And so, what we need to do is pause and really look at the numbers. How many? And is this an appropriate number? Should we ask more of ourselves? So I do think getting the data, making observations, getting the data and then getting the buy-in.

Interviewer: I love that, and let’s talk…we only have a couple of minutes left, so I just want to talk to you a little bit about effective communication. You run a speaking, a speakers’ bureau, you talk with people around the country every week. What would you say the people that you admire most for their communications styles – what techniques are they employing?

Amy: You know, you can’t convince people when you’re speaking with statistics. You convince them with stories. So the more you can tell a story, and the more you can tell a story that is very particular to that…if I’m speaking to a bunch of women in fashion, you know, I shouldn’t get in and tell them a story about my kids. I should get in and tell them a story about going shopping the other day. I mean, you have to tell stories that relate and give examples that relate to the time and place at which you are.

I also think that, I mean, I think that PowerPoint and visual presentations are key, but you cannot give a presentation and have your visual presentation say exactly the same thing. Those should augment what you’re saying, not duplicate what you’re saying. ‘Cause then it just distracts people. People are reading that and not looking to you. I think a sense of humor is key. I think, you know, it’s a…I see women with a sense of humor, it borders on self-deprecating and humor, and I think it’s okay to be a little bit self-deprecating. People will want women to be humble. A woman comes in, and she’s too strident, and it’s two strikes against her. Women often win over a crowd by doing something that is very humbling in the moment.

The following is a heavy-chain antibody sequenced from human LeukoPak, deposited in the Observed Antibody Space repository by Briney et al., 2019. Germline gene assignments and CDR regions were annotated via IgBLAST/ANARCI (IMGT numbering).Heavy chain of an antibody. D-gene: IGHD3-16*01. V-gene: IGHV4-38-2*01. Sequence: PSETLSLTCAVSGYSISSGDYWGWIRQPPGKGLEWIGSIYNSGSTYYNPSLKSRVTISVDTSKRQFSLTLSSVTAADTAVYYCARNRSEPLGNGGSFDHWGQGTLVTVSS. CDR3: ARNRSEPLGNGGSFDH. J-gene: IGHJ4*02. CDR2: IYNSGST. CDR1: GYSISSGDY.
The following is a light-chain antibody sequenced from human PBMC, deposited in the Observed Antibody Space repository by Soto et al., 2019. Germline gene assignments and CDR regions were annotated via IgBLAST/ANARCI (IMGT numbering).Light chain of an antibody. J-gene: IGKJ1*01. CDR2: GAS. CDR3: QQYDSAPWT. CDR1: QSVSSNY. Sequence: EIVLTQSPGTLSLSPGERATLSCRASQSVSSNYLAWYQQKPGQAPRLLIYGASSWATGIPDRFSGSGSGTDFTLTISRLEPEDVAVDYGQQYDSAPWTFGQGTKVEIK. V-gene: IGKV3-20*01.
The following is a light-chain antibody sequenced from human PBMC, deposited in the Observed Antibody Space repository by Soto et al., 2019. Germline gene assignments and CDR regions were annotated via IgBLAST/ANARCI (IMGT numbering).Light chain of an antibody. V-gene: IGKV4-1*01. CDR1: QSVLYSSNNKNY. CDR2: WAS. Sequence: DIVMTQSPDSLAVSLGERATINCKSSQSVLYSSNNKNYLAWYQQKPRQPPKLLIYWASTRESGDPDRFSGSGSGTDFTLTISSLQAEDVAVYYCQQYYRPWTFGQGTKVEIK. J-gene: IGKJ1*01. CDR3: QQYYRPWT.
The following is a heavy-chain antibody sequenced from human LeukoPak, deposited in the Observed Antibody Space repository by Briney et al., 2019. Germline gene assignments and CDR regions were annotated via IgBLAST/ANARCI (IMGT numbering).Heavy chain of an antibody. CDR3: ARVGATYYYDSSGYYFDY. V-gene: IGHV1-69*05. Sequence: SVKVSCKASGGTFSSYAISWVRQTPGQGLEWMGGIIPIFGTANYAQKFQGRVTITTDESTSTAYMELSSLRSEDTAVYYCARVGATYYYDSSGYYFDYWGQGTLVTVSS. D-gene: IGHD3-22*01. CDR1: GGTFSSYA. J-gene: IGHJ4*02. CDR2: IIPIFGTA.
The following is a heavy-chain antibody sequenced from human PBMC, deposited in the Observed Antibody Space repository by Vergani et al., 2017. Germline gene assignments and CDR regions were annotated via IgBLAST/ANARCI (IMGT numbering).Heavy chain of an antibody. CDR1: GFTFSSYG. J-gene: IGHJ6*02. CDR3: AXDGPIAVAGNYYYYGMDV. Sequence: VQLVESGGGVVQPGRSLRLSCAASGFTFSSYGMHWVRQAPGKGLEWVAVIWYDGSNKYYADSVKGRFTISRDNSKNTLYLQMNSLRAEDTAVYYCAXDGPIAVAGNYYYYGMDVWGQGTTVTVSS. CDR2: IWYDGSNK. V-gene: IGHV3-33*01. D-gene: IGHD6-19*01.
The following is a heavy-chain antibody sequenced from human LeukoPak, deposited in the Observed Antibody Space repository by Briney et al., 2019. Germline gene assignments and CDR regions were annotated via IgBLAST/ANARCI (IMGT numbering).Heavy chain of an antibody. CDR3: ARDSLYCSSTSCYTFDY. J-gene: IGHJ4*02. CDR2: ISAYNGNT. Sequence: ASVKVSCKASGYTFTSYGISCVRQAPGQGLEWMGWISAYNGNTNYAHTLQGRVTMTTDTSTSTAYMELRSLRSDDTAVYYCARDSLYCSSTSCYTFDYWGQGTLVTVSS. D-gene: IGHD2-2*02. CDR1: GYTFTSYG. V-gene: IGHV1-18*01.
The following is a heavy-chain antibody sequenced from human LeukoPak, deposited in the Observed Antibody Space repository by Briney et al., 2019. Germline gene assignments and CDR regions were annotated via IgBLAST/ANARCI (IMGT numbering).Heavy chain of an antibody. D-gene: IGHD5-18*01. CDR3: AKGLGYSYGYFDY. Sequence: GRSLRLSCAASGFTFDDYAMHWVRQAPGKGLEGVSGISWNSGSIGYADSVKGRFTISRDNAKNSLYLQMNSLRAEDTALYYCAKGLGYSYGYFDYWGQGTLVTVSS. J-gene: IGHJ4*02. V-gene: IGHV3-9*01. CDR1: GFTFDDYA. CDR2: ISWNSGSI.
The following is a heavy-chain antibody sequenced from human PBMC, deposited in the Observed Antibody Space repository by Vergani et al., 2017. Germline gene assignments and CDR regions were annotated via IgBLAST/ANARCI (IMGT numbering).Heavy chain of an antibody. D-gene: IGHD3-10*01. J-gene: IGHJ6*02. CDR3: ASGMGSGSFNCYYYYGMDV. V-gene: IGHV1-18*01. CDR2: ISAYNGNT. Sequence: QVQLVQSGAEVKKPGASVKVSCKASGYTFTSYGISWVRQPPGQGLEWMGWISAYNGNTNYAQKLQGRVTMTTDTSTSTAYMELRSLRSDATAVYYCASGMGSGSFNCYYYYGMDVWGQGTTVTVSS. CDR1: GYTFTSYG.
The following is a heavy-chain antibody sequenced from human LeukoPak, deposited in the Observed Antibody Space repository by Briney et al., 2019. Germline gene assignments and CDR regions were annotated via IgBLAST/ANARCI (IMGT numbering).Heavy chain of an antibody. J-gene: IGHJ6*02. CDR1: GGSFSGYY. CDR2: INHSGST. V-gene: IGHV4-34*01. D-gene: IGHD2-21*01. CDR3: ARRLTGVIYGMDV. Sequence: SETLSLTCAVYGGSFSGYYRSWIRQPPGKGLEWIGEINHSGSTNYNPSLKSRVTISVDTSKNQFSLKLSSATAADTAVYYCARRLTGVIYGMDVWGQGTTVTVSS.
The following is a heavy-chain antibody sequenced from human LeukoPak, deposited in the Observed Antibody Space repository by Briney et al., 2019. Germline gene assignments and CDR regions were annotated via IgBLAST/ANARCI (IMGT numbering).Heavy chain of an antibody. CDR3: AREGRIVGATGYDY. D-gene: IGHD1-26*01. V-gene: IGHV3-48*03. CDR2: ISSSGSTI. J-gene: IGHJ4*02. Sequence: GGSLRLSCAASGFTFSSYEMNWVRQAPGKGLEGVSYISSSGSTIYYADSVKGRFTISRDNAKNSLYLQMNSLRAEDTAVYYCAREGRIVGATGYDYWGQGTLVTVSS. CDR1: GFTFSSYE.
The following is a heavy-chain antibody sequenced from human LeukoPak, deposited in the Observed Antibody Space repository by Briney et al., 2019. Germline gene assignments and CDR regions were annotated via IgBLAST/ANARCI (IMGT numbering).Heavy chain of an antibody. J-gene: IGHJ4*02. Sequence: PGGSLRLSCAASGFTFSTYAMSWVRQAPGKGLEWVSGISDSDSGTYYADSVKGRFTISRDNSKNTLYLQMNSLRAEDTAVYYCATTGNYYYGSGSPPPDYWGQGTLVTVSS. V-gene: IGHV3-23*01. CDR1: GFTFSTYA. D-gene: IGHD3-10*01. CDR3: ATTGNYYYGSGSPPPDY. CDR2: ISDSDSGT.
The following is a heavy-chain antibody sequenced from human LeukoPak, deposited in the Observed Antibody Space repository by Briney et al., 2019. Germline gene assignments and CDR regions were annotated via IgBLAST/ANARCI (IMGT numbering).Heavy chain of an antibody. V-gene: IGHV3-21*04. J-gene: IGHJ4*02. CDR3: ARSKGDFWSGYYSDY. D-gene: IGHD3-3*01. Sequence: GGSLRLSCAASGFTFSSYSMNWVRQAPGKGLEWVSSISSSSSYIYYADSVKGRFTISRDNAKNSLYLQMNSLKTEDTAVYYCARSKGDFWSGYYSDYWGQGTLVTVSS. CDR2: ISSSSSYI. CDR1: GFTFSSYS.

Interviewer: We’re out of time. Amy Richards, thank you so much…

Amy: Thank you so much.

Interviewer: The Third Wave Foundation for more on Amy and her wonderful work. And for those of you who are listening today, please do tweet us @MassWomen, PennWomen, and TexasWomen. Thanks so much for listening.

Amy: Thanks so much.